BEAR ESSENTIALS

Warm fuzzies for the taking at Big Bear Grill

One recurring theme in the phone calls and e-mails I get about restaurants is this: Where can we take the kids? Believe it or not, a lot of parents are considerate of their fellow diners and recognize that the inability to snag a babysitter is not a sufficient condition for imposing their little darlings on a roomful of fellow diners.

To the list of family-friendly prospects, we respectfully submit Big Bear Grill, which punctuates the fact that it's located in the diminishing wilds of Wildwood with a "great outdoors" theme, complete with lodgelike walls, plaid carpeting, various game-trophy mountings, shuffleboard accoutrements and (my personal favorite) a big carved-wood bear bidding you welcome in the foyer.

Much like the Yellowstone Café, which we visited in this column about a year ago (it's unrelated but shares a similar motif), Big Bear Grill is a "20-minute-radius" type of place, which means that it's a fine alternative if you happen to live within a 20-minute drive but not the kind of place that merits a significant field trip. The restaurant's philosophy is stated right up top at the start of the menu: "We serve fresh, homemade food in great amounts because we want you to walk out of here knowing you got your money's worth. No pretense. Whether you require a doggie bag at the end of your meal depends upon how slowly you choose to walk."

Big Bear Grill is similar to any number of Sunday-supper type of family places that go way back in St. Louis dining history: Lemmon's, Hodak's, Medich's, Crusoe's. And in that context of restaurant, it does just fine.
Jennifer Silverberg
Big Bear Grill is similar to any number of Sunday-supper type of family places that go way back in St. Louis dining history: Lemmon's, Hodak's, Medich's, Crusoe's. And in that context of restaurant, it does just fine.

In that regard, Big Bear Grill is similar to any number of Sunday-supper type of family places that go way back in St. Louis dining history (and many of which are still around in one form or another): Lemmon's, Hodak's, Medich's, Crusoe's. And in that context of restaurant, it does just fine.

The main dining room seats about 100, and overflow or those who, like Mr. Chance, "like to watch" during their meals can be seated at tables in the bar area. Kids get crayons and colorable placemats, and the kids' menu is a short list of $3.49 specials that can be supplemented by a sizeable $1 sundae.

Appetizers occupy a narrow, basic-bar-food spectrum (with the disclaimer "Sorry, no cutesy little fru-fru portions available") of wings, toasted ravs, dip, nachos and potato skins. The wings are the de rigueur fingers-stained-orange variety, nicely hot with crispy skins, and the potatoes are dubbed "bearskins," flavored with cheese and bacon and fresh scallions; even the small order of nachos, heavily dosed with sliced jalapenos, is enough to share among a standard family of Mom, Dad and 2.2 children.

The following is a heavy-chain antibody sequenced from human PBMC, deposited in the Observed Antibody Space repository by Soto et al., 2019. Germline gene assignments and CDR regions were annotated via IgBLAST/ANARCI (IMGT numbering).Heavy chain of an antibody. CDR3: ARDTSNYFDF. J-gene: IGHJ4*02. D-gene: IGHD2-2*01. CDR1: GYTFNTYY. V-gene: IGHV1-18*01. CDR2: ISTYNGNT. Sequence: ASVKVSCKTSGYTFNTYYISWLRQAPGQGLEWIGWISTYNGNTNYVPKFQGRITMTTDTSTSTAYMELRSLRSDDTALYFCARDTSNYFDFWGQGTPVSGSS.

Daily specials include a veritable who's-who of comfort food, and we enjoyed the meat loaf -- coarsely ground beef with a powerful brown gravy and a huge side of mashed potatoes -- but the so-called "best fried chicken dinner in town," with four pieces and a side, had good texture and a moist, juicy interior but very little flavor to its crust, and the collection of carrots, beans, broccoli and bell pepper on the side was almost an afterthought. The roast-beef "flat car," an open-faced sandwich that's one of Big Bear's signature dishes, was of the medium-well, gravy-soaked variety and probably could have used two or more slices of roast beef.

Those in search of full meals have a choice of two steaks, a full-pound pork chop and a salmon fillet. The steak was fine for its price ($14.95 for a 12-ouncer) -- especially given the minidome of tangy red-wine-and-shallot butter on top -- although not as knife-through-butter tender as you'd get (and pay a lot more for) at a full-fledged steakhouse.

The sweet-and-tart interplay of the homemade cranberry-apple crisp was fabulous, even more so when we got a blob of it virtually straight out of the oven, and the turtle sundae (and, for that matter, the cheapie kiddie sundaes) was also a great value as a finishing course. Four A-B products and four microbrews are available on tap, probably the most fitting hard beverage for these meals, but in a nice tie-in with the theme, the California blend Bearitage is one of the selections on the short wine list.

Even on a full-up Sunday evening, service was rapid and our servers doted on the kids, both important qualities when you drag the rugrats along. Chickens may not have lips, but the Big Bear does in fact sit in Wildwood, serving up food that provides "comfort" to the whole family.

BIG BEAR GRILL, 16524 Old Manchester Rd. (Wildwood), 405-1100. Entrees: $7.95-$15.95. Hours: 11 a.m.-midnight Mon.-Thu. (food until 10 p.m.), 11 a.m.-1 a.m. Fri.-Sat. (food until 11 p.m.), 11:30 a.m.-10 p.m. Sun.

 
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